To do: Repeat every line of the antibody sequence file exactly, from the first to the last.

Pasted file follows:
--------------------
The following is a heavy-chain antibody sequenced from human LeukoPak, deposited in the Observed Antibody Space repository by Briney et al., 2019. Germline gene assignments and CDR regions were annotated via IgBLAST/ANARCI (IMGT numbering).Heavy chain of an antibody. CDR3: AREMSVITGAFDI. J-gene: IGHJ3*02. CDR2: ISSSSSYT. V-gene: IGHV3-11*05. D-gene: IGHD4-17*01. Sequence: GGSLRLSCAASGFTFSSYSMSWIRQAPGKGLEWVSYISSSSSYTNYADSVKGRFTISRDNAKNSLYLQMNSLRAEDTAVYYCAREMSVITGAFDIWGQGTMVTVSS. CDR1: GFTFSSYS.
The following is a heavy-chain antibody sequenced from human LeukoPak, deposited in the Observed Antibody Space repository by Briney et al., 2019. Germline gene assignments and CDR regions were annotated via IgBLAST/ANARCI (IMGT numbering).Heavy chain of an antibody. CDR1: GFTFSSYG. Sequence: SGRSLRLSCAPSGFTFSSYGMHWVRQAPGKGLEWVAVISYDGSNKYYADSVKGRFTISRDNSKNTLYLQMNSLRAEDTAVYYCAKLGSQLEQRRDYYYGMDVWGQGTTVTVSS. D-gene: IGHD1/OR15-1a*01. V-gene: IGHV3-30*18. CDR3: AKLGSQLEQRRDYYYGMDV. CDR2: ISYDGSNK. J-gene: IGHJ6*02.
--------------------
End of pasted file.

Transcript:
The following is a heavy-chain antibody sequenced from human LeukoPak, deposited in the Observed Antibody Space repository by Briney et al., 2019. Germline gene assignments and CDR regions were annotated via IgBLAST/ANARCI (IMGT numbering).Heavy chain of an antibody. CDR3: AREMSVITGAFDI. J-gene: IGHJ3*02. CDR2: ISSSSSYT. V-gene: IGHV3-11*05. D-gene: IGHD4-17*01. Sequence: GGSLRLSCAASGFTFSSYSMSWIRQAPGKGLEWVSYISSSSSYTNYADSVKGRFTISRDNAKNSLYLQMNSLRAEDTAVYYCAREMSVITGAFDIWGQGTMVTVSS. CDR1: GFTFSSYS.
The following is a heavy-chain antibody sequenced from human LeukoPak, deposited in the Observed Antibody Space repository by Briney et al., 2019. Germline gene assignments and CDR regions were annotated via IgBLAST/ANARCI (IMGT numbering).Heavy chain of an antibody. CDR1: GFTFSSYG. Sequence: SGRSLRLSCAPSGFTFSSYGMHWVRQAPGKGLEWVAVISYDGSNKYYADSVKGRFTISRDNSKNTLYLQMNSLRAEDTAVYYCAKLGSQLEQRRDYYYGMDVWGQGTTVTVSS. D-gene: IGHD1/OR15-1a*01. V-gene: IGHV3-30*18. CDR3: AKLGSQLEQRRDYYYGMDV. CDR2: ISYDGSNK. J-gene: IGHJ6*02.